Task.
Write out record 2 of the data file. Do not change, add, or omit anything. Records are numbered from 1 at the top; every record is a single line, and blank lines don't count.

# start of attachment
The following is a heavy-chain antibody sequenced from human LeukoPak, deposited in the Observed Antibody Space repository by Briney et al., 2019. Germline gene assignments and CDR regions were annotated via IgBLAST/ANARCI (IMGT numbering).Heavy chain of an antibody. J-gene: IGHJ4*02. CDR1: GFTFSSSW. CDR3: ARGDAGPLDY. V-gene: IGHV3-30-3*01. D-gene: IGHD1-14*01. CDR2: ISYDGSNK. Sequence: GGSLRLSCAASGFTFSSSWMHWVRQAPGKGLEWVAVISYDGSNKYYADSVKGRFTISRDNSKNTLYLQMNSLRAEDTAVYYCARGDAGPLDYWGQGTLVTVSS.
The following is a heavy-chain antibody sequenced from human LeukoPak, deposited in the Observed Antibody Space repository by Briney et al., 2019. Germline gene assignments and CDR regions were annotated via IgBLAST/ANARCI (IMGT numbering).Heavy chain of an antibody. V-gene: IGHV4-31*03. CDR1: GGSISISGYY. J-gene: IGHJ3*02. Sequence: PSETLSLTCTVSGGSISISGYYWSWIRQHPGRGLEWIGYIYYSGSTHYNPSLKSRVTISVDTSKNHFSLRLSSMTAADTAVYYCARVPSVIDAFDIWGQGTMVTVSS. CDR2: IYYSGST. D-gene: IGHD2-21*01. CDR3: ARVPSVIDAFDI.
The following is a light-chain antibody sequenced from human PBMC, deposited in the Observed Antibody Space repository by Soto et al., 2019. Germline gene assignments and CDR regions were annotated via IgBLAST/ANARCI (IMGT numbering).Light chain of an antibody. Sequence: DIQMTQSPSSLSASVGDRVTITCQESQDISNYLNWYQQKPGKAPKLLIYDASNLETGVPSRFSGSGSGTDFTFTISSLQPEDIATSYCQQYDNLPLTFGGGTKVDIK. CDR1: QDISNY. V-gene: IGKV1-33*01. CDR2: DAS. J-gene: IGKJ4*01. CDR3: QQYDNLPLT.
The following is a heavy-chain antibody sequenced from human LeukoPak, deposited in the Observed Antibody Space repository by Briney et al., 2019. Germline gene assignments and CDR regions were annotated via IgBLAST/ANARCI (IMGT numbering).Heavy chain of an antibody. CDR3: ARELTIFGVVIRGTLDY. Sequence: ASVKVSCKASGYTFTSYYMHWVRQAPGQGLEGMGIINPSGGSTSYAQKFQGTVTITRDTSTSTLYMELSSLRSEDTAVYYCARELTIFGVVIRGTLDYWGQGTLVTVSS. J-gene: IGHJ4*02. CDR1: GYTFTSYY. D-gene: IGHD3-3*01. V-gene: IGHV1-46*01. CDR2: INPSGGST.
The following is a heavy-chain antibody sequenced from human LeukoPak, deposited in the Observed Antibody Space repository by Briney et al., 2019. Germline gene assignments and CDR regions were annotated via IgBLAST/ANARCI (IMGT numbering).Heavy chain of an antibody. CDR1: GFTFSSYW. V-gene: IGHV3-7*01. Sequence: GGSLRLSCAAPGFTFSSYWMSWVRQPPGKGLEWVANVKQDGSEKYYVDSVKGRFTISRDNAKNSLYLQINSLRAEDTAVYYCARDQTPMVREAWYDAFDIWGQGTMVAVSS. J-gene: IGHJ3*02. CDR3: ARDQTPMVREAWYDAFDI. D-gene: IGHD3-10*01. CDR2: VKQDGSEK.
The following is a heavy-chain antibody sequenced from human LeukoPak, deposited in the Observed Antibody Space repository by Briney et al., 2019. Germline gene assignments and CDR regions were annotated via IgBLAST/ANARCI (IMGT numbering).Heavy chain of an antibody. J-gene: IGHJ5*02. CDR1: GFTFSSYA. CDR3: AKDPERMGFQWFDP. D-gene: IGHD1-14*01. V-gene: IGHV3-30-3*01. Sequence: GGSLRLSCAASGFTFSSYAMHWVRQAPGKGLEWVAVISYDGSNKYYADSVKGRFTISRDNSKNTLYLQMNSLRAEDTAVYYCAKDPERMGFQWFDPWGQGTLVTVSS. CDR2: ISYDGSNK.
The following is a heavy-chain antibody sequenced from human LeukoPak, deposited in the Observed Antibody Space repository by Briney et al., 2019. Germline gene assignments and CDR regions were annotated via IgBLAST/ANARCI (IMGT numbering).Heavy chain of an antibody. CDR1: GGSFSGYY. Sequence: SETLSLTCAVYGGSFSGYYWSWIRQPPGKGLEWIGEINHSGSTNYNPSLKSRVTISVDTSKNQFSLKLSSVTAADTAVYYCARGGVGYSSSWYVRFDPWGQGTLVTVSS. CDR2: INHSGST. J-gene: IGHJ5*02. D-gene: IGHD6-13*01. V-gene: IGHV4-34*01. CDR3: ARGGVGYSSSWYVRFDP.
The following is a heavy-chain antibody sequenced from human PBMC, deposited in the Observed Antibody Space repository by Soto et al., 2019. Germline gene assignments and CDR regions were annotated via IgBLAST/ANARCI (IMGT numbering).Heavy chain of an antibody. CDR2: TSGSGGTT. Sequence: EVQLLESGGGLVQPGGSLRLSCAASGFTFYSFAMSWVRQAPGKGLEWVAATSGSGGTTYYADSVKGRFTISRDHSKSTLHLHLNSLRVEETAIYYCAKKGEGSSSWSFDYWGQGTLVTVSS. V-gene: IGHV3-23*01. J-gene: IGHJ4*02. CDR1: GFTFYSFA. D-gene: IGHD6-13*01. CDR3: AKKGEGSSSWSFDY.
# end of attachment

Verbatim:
The following is a heavy-chain antibody sequenced from human LeukoPak, deposited in the Observed Antibody Space repository by Briney et al., 2019. Germline gene assignments and CDR regions were annotated via IgBLAST/ANARCI (IMGT numbering).Heavy chain of an antibody. V-gene: IGHV4-31*03. CDR1: GGSISISGYY. J-gene: IGHJ3*02. Sequence: PSETLSLTCTVSGGSISISGYYWSWIRQHPGRGLEWIGYIYYSGSTHYNPSLKSRVTISVDTSKNHFSLRLSSMTAADTAVYYCARVPSVIDAFDIWGQGTMVTVSS. CDR2: IYYSGST. D-gene: IGHD2-21*01. CDR3: ARVPSVIDAFDI.